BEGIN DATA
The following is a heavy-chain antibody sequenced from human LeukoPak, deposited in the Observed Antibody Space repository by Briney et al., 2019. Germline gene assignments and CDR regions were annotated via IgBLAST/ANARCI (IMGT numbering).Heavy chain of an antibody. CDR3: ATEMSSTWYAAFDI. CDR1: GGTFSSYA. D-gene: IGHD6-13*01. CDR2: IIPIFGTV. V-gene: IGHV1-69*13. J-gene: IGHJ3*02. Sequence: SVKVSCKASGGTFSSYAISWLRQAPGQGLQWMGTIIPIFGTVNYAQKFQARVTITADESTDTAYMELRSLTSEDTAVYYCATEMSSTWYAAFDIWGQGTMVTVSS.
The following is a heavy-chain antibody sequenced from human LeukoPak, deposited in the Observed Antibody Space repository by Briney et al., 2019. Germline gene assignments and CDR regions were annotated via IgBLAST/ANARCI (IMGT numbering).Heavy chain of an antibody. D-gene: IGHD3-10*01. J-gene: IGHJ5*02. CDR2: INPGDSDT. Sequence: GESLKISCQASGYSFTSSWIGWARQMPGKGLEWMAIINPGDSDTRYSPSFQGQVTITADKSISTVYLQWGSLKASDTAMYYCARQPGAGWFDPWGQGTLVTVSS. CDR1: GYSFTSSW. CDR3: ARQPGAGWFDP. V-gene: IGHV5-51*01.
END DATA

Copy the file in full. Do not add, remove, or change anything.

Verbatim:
The following is a heavy-chain antibody sequenced from human LeukoPak, deposited in the Observed Antibody Space repository by Briney et al., 2019. Germline gene assignments and CDR regions were annotated via IgBLAST/ANARCI (IMGT numbering).Heavy chain of an antibody. CDR3: ATEMSSTWYAAFDI. CDR1: GGTFSSYA. D-gene: IGHD6-13*01. CDR2: IIPIFGTV. V-gene: IGHV1-69*13. J-gene: IGHJ3*02. Sequence: SVKVSCKASGGTFSSYAISWLRQAPGQGLQWMGTIIPIFGTVNYAQKFQARVTITADESTDTAYMELRSLTSEDTAVYYCATEMSSTWYAAFDIWGQGTMVTVSS.
The following is a heavy-chain antibody sequenced from human LeukoPak, deposited in the Observed Antibody Space repository by Briney et al., 2019. Germline gene assignments and CDR regions were annotated via IgBLAST/ANARCI (IMGT numbering).Heavy chain of an antibody. D-gene: IGHD3-10*01. J-gene: IGHJ5*02. CDR2: INPGDSDT. Sequence: GESLKISCQASGYSFTSSWIGWARQMPGKGLEWMAIINPGDSDTRYSPSFQGQVTITADKSISTVYLQWGSLKASDTAMYYCARQPGAGWFDPWGQGTLVTVSS. CDR1: GYSFTSSW. CDR3: ARQPGAGWFDP. V-gene: IGHV5-51*01.